he opinion says the vote "would be a proper subject of a non-binding referendum" as long as the county determines the use of county funds to have the vote "is in the county’s best interest."
In addition, the opinion notes the federal government does seek such input when tribal gaming is up for consideration, as it currently is in Jackson County. The opinion says the county may also accept private donations to pay for a special election and supervisors need not wait until 2008 to have the vote.
Jackson County voted down gambling in 1990, but sovereign Indian nations may have casinos on their land. The Mississippi Band of Choctaws has started the process of having 100 acres in central Jackson County declared tribal lands for that purpose. Though the issue will ultimately be determined by the Bureau of Indian Affairs, Mississippi’s governor has input and supervisors have said they believe a non-binding vote on gambling could influence the powers that be.
Members of Coast Business for Fair Play and a group of Jackson County clergy asked early on that the Board of Supervisors call a special election on the matter right away, but the county instead sought legislation to do so, something CBFP members said was unnecessary.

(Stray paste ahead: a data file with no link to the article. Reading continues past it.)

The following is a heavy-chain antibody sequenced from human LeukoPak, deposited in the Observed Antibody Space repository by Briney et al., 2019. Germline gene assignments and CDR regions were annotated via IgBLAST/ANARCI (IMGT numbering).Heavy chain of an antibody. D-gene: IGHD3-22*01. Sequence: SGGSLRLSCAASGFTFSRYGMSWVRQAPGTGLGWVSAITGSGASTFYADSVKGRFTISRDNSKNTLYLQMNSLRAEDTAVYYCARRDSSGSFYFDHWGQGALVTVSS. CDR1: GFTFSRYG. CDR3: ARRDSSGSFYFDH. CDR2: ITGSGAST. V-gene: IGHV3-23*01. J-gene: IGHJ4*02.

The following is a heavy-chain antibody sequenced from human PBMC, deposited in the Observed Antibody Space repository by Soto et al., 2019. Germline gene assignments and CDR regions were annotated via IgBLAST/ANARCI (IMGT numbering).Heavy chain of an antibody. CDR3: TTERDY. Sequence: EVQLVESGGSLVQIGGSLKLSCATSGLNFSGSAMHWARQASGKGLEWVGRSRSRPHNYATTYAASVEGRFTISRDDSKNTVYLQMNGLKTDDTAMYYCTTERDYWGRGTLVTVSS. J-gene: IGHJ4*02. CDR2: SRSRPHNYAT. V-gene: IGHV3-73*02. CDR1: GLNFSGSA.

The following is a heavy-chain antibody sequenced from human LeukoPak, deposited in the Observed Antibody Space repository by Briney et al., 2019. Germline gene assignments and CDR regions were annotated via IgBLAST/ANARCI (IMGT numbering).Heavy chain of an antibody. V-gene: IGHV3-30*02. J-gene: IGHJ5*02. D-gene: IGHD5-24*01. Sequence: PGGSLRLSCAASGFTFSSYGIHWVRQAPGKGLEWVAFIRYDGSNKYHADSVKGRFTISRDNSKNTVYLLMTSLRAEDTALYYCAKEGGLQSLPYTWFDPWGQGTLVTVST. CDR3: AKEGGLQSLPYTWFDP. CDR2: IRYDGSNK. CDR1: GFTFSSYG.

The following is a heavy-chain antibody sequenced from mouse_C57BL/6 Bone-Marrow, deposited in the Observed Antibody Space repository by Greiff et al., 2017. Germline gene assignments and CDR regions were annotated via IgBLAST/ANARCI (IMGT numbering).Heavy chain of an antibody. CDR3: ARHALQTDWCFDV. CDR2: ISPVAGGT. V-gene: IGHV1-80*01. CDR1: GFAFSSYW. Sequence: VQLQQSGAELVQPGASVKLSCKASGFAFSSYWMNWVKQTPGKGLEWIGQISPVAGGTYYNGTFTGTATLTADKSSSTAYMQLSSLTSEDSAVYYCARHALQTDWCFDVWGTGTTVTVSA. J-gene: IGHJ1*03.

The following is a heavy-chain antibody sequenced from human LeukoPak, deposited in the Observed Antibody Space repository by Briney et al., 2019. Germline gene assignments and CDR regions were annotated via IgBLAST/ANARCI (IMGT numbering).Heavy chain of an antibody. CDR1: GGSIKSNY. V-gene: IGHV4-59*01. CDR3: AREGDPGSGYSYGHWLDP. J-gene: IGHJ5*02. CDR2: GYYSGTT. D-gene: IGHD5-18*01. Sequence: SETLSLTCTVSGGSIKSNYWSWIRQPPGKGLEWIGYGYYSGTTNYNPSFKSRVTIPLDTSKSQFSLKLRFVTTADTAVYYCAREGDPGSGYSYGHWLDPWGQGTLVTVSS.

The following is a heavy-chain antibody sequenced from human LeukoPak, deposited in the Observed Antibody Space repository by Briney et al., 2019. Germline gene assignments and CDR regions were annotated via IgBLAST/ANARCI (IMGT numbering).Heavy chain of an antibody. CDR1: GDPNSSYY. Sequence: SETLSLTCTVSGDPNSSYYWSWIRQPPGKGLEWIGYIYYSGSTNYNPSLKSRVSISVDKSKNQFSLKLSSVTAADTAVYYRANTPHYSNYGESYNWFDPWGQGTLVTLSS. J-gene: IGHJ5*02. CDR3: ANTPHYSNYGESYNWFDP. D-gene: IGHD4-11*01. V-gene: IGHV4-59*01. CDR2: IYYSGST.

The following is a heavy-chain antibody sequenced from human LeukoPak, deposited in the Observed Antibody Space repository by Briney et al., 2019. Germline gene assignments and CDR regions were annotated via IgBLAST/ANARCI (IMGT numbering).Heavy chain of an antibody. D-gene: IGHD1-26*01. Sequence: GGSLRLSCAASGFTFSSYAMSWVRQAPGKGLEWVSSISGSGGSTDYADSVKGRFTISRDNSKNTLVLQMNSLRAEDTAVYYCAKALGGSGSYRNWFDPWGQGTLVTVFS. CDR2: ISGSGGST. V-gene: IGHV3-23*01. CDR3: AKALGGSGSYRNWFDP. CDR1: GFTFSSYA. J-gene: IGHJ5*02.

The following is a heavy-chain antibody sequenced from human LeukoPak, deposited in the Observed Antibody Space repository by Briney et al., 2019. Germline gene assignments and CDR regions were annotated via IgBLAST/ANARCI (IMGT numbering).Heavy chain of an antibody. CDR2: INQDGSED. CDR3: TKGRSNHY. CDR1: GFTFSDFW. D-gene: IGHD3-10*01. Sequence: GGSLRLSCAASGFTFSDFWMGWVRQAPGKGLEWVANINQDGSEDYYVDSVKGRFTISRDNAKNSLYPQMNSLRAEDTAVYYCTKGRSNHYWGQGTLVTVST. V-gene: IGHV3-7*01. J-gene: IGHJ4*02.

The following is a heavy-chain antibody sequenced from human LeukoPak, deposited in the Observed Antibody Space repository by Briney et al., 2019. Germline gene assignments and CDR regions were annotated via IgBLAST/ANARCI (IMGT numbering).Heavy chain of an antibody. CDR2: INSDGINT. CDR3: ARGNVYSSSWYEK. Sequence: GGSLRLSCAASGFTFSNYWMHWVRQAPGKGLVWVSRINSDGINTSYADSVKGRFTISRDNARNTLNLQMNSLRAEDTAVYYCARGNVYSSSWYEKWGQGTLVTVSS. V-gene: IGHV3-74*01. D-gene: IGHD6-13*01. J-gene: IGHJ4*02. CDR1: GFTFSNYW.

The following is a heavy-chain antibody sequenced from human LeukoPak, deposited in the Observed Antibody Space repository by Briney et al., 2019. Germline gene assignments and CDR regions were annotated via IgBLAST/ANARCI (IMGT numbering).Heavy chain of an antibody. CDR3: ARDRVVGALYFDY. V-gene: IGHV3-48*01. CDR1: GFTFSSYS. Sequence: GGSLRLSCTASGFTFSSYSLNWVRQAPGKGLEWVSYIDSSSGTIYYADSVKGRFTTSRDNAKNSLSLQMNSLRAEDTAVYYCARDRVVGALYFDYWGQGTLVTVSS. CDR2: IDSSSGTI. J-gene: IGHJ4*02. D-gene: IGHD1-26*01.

"While the attorney general’s opinion makes this legislation unnecessary, we are not going to oppose it," said Tim Taranto, a Jackson County financial advisor and spokesperson for CBFP. "However, unless it passes quickly and clears Justice in a timely manner, the citizens of Jackson County will likely be denied their vote on this critical issue in 2007. Even if this legislation passes quickly, it could create enough delays that would prevent a vote in November of 2007. That is unacceptable to the citizens of Jackson County and plays into the hands of the tribe."
"At any time it appears the legislative approach is going to delay the vote past November 2007," Taranto said, "we will call on the supervisors to keep their word and call this election in time to get it on the November ballot." Any legislation, he added, requires Justice Department approval, which takes up to 60 days - not a requirement if supervisors call the election themselves